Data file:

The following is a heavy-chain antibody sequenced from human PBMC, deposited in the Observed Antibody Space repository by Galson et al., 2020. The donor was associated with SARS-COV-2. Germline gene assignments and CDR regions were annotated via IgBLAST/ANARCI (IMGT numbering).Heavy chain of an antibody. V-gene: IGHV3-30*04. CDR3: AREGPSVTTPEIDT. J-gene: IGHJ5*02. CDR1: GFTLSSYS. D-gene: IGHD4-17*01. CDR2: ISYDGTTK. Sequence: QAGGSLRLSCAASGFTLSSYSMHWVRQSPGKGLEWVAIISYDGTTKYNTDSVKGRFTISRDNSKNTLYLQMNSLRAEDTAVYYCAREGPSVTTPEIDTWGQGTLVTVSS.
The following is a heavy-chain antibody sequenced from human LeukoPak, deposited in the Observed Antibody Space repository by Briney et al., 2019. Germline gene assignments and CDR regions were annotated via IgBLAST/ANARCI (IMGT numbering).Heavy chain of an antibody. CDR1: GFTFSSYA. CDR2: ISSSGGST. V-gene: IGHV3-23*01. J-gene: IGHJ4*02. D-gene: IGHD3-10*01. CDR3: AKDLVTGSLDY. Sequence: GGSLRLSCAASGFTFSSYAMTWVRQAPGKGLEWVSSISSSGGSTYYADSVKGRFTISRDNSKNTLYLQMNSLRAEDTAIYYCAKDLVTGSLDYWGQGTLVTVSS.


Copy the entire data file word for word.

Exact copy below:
The following is a heavy-chain antibody sequenced from human PBMC, deposited in the Observed Antibody Space repository by Galson et al., 2020. The donor was associated with SARS-COV-2. Germline gene assignments and CDR regions were annotated via IgBLAST/ANARCI (IMGT numbering).Heavy chain of an antibody. V-gene: IGHV3-30*04. CDR3: AREGPSVTTPEIDT. J-gene: IGHJ5*02. CDR1: GFTLSSYS. D-gene: IGHD4-17*01. CDR2: ISYDGTTK. Sequence: QAGGSLRLSCAASGFTLSSYSMHWVRQSPGKGLEWVAIISYDGTTKYNTDSVKGRFTISRDNSKNTLYLQMNSLRAEDTAVYYCAREGPSVTTPEIDTWGQGTLVTVSS.
The following is a heavy-chain antibody sequenced from human LeukoPak, deposited in the Observed Antibody Space repository by Briney et al., 2019. Germline gene assignments and CDR regions were annotated via IgBLAST/ANARCI (IMGT numbering).Heavy chain of an antibody. CDR1: GFTFSSYA. CDR2: ISSSGGST. V-gene: IGHV3-23*01. J-gene: IGHJ4*02. D-gene: IGHD3-10*01. CDR3: AKDLVTGSLDY. Sequence: GGSLRLSCAASGFTFSSYAMTWVRQAPGKGLEWVSSISSSGGSTYYADSVKGRFTISRDNSKNTLYLQMNSLRAEDTAIYYCAKDLVTGSLDYWGQGTLVTVSS.